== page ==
You might be incredulous to the phrase “good debt.” A case can be made that there is no such thing as good debt, after all how can debt ever be good for anyone?
However, we live in a society where at least some forms of debt are necessary to make large, important purchases–unless you’re a millionaire. Assuming you are not a millionaire, and you will not be living separate from society, you will most likely take on some form of debt at some point in your life.
But when borrowing funds, it’s important to remember that there are still some types of debt that are bad for your personal finances. Allowing your debt to get out of control is never a good idea. If you want to stay on top of your finances, it’s important to learn about good debt, bad debt, and how to tell the difference between the two.
Typical Examples of Good Debt
Good debt can most easily be defined as debt that is used to purchase assets that can potentially increase your net worth. A few examples include:
This is a pretty obvious example of good debt. Even though student loans are getting more and more aggravating for college students in the United States, they are still widely considered good investments. Student loans don’t necessarily have to be used for a bachelor’s degree, as you could acquire one for technical or vocational schooling.
Entrepreneurship is one reason to take on a little bit of debt, since the end goal in mind is to create more income. By being in business for yourself, you could make more money, which makes the temporary debt worth it.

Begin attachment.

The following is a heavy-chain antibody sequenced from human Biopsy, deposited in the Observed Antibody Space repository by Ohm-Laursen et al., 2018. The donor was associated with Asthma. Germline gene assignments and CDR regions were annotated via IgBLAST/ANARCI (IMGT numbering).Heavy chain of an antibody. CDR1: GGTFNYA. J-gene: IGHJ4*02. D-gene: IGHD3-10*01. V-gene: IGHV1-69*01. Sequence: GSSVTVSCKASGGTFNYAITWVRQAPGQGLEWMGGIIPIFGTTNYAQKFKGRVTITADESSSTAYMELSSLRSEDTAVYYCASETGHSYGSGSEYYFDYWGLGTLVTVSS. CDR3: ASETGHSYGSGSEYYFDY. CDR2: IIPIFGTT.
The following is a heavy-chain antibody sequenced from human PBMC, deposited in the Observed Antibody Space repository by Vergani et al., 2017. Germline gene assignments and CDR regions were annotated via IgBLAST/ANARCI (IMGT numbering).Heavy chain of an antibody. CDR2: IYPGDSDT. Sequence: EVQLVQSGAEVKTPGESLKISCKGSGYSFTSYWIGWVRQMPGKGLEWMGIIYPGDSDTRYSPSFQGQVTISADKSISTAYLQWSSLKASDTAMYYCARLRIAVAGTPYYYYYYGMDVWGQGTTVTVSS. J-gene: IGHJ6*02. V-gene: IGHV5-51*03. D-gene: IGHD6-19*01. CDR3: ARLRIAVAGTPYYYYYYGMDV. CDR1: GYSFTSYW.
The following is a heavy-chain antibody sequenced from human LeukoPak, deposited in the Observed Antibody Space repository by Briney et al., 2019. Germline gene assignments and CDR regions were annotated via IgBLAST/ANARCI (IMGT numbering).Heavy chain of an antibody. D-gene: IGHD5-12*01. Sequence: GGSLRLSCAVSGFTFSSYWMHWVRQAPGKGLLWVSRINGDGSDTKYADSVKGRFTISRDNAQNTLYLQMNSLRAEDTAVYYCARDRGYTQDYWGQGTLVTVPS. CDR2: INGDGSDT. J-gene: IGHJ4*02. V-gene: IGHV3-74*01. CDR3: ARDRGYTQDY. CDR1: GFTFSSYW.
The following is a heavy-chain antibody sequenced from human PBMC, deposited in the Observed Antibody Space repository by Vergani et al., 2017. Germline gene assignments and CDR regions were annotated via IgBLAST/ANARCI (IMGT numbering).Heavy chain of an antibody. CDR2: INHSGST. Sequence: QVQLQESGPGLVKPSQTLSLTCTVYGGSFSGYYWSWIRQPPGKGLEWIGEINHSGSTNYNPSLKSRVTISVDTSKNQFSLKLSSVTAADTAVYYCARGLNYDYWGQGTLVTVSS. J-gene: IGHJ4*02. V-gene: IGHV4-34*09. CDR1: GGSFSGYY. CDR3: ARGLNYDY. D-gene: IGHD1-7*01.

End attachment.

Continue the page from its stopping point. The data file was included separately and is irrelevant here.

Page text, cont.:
- Real Estate
Getting a mortgage to become a homeowner is a long-term investment in your future and therefore qualifies as good debt. Commercial and residential real estate for renting purposes can also be an excellent source of income.
Typical Examples of Bad Debt
Bad debt can most easily be defined as debts used to buy depreciating assets, or things that won’t add to your net worth or generate income. Here are some examples of bad debt:
- Credit Cards
Credit cards are typically used for purchases that don’t add any value to your personal finances. If this weren’t enough, the interest rates with credit cards can be outrageously high! High interest rates can lead you to be charged large amounts of money for very little benefit.
Auto loans are extremely common but that doesn’t mean they’re good for your financial health. Cars, especially new ones, can cost a lot of money. But as soon as you drive the car off the lot, they start going down significantly in value! By buying a car with an auto loan, you start losing money even before the interest kicks in. Even though this is sometimes a necessary loan, it can’t really qualify as good debt.
Special Considerations are Sometimes Needed
So, what about exceptions? As mentioned above with auto loans, sometimes even when a debt isn’t good, it can be necessary. There may be times when emergencies pop up and you need funding, so you rely on credit cards, title loans, or other kinds of credit that classify as bad debt.
Bad debt won’t ruin your finances altogether. It all comes down to thoughtful decision making and doing what you can to pay off those bad debts as quickly as possible, so you don’t lose money on the interest rates.